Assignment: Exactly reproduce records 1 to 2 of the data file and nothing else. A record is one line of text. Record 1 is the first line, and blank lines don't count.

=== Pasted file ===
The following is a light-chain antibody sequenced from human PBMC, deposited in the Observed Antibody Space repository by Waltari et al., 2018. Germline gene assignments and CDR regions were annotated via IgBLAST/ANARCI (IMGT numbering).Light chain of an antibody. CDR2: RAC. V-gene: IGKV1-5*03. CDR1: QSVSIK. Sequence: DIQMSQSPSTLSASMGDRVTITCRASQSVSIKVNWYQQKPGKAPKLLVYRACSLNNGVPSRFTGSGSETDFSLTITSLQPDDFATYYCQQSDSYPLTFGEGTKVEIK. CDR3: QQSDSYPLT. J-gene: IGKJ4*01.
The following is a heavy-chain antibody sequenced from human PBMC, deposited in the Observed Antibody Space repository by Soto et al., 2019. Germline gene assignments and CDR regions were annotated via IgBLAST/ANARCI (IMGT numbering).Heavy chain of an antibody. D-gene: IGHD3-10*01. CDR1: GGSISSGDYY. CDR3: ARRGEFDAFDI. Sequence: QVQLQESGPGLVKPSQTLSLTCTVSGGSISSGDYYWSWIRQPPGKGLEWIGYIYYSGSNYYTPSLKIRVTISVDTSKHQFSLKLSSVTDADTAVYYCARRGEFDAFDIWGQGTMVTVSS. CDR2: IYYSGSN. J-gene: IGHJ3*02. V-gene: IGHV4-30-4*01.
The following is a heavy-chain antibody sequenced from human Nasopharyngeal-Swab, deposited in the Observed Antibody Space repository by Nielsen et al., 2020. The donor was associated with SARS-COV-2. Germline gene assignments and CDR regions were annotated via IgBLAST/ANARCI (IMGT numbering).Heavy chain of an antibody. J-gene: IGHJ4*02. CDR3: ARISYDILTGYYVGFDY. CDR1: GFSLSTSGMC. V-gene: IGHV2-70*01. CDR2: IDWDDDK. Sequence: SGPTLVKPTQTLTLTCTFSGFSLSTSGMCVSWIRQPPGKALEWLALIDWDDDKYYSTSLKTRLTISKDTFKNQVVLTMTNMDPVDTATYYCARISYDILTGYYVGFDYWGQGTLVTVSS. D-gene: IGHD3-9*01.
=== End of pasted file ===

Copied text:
The following is a light-chain antibody sequenced from human PBMC, deposited in the Observed Antibody Space repository by Waltari et al., 2018. Germline gene assignments and CDR regions were annotated via IgBLAST/ANARCI (IMGT numbering).Light chain of an antibody. CDR2: RAC. V-gene: IGKV1-5*03. CDR1: QSVSIK. Sequence: DIQMSQSPSTLSASMGDRVTITCRASQSVSIKVNWYQQKPGKAPKLLVYRACSLNNGVPSRFTGSGSETDFSLTITSLQPDDFATYYCQQSDSYPLTFGEGTKVEIK. CDR3: QQSDSYPLT. J-gene: IGKJ4*01.
The following is a heavy-chain antibody sequenced from human PBMC, deposited in the Observed Antibody Space repository by Soto et al., 2019. Germline gene assignments and CDR regions were annotated via IgBLAST/ANARCI (IMGT numbering).Heavy chain of an antibody. D-gene: IGHD3-10*01. CDR1: GGSISSGDYY. CDR3: ARRGEFDAFDI. Sequence: QVQLQESGPGLVKPSQTLSLTCTVSGGSISSGDYYWSWIRQPPGKGLEWIGYIYYSGSNYYTPSLKIRVTISVDTSKHQFSLKLSSVTDADTAVYYCARRGEFDAFDIWGQGTMVTVSS. CDR2: IYYSGSN. J-gene: IGHJ3*02. V-gene: IGHV4-30-4*01.